I love the fact that pop culture figures get reimagined by this tradition every year…just take a look at the Google Image search to see what I mean. More info also over at Time magazine.

And thanks to the wonders of modern technology, you can even print your own.

Salting your WordPress keys

Did you know that WordPress provides a salt-generation engine with copy/paste ready text that you can use for your wp-config.php file to help make your WordPress installations that much safer from password cracking? If you aren’t familiar with the concept of salting cryptographic data, Wikipedia has a great entry.

The output of that URL looks like this (WARNING: Do not use these values)

define('AUTH_KEY',         'lsN32UCfT=-}ToXgR={6+OYzrV_!^qaZvQ$gQ&q?Rj#4lYpl-5r,(-k(b9^0M<C~');
define('SECURE_AUTH_KEY',  'O@$?-d^82Z1t+[V)+{ot6f./uR6nMppeI,IEB9Vbm]l^Vk6FS$04xt)lX:P!@9(G');
define('LOGGED_IN_KEY',    '&!0}EW$U5qCDo{3jFZV[!$;`t|0QN&DvO|>FC.{~V7~Yzq2HR2/wb:ZE&=TAjwK~');
define('NONCE_KEY',        '.Tx 2G+|)-@iI,74;M-2Aj+LdG@*SN|^D`|;^|0HJS`1V6FJ2`:oy2EQE|/;/vjz');
define('AUTH_SALT',        'qVK*v<Ehe_YW>#gKh>+aI9h@9&ZJB|D{is][raYOXS5,z0R3NWIT4fjWNiX3DG:5');
define('SECURE_AUTH_SALT', 't-Y;V9Wx7CK{T,_Y/{iUr[US?x_|@eZu6)O4 m{P`+n8xBkd.^9C{*$P`X|1xB!H');
define('LOGGED_IN_SALT',   ']V@Xh;|[EX81$n&Iaj>tXC5+WRW@Qk/D_BW TGzfj#I5+N3$2r96cKMXx$|[+pb*');
define('NONCE_SALT',       ':]+qOBD+h5pW4m |3,P5!mCXQ5]w~@7P>+#]gr,3NP/^8#;llu1v_l7 _fM1cnqa');

Take 5 minutes and go generate your own salts and update your wp-config.php file. It will greatly increase the security of your sites.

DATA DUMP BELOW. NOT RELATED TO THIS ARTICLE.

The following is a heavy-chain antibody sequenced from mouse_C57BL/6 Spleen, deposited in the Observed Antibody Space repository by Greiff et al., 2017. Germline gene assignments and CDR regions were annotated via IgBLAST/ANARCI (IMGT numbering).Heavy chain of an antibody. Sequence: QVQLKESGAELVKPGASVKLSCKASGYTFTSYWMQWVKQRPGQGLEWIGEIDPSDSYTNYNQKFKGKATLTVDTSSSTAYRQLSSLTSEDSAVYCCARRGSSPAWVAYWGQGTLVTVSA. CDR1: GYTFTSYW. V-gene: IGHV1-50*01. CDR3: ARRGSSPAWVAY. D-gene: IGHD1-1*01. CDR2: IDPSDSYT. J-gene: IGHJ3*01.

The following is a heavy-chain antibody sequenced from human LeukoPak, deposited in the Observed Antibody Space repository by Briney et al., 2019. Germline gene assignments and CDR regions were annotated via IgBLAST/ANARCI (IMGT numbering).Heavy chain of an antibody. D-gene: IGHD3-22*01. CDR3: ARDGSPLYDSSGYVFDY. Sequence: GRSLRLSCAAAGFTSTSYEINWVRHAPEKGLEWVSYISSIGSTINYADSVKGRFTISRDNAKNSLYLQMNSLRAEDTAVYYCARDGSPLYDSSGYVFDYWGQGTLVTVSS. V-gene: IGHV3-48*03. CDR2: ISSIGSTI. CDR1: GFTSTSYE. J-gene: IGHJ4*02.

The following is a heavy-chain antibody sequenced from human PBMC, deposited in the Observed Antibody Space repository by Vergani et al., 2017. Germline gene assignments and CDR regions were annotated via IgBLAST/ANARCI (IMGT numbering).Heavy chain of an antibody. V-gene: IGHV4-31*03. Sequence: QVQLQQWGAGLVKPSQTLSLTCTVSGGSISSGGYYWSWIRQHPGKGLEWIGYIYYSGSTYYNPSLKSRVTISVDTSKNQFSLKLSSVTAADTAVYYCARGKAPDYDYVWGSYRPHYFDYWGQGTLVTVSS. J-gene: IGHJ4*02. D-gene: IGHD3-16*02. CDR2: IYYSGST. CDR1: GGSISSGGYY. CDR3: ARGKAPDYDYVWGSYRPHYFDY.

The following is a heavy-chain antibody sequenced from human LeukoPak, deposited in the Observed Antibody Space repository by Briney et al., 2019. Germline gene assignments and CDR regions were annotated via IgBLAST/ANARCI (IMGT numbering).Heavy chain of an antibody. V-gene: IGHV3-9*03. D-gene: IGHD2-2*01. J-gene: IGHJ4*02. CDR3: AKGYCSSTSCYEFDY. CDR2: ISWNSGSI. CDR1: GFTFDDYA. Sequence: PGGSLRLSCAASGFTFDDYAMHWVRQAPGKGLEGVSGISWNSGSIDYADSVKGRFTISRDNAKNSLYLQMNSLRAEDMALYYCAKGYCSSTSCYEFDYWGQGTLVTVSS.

CES 2015 Planning

For the 6th year in a row, I will be attending CES in Las Vegas during the first week of January. For the uninitiated, CES is the largest consumer electronics trade show in the world, and where the world comes together to see what’s on tap for technology for the upcoming year. They reported that 2014 was the largest attendance yet for CES, at 160, 498 attendees…this is like a mid-sized city worth of technology to look at over the course of about 4 days.

This year, they have finally seriously outgrown the Las Vegas Convention Center, and have spread all around town to include exhibits at the Venetian and Wynn conference centers as well. I’m still planning a method of attack, but I expect that I’m going to be spending a lot of time looking at 3D printing again (the technology is changing so fast, I want to see what the newest printers can do). I’m also betting that this year is a huge explosion of connected household/Internet of Things systems, so that will be interesting to see what’s likely to be important in that area. And, of course, I’m expecting to see smartwatches hanging on every booth.

My coverage this go round is likely to be mostly video based, and my goal is going to be to get a video out every day of the show with summaries of what I’ve seen and what I think is important. I’ll be posting those videos on my YouTube channel, here on Pattern Recognition, and they are also going to be showing up over on the ALA TechSource blog. Any writing that I manage to do will be here as well, and I’ll be tweeting from the show like crazy if you want the blow-by-blow sort of take on CES. If you want to follow what I’m writing here, you can just save this search.

The biggest change in my coverage this year is in my funding model. In the past, I have done a variety of things in order to try and cover my costs for attending CES. For my first and second visit, my employer funded the trip. For the third, I was funded partially by my work writing for American Libraries and the Perpetual Beta blog. In 2013, I tried yet another method, actually crowdfunding the coverage by asking for donations and providing a central repository for all the material (video, photos, tweets, etc). For the record, that attempt went very poorly.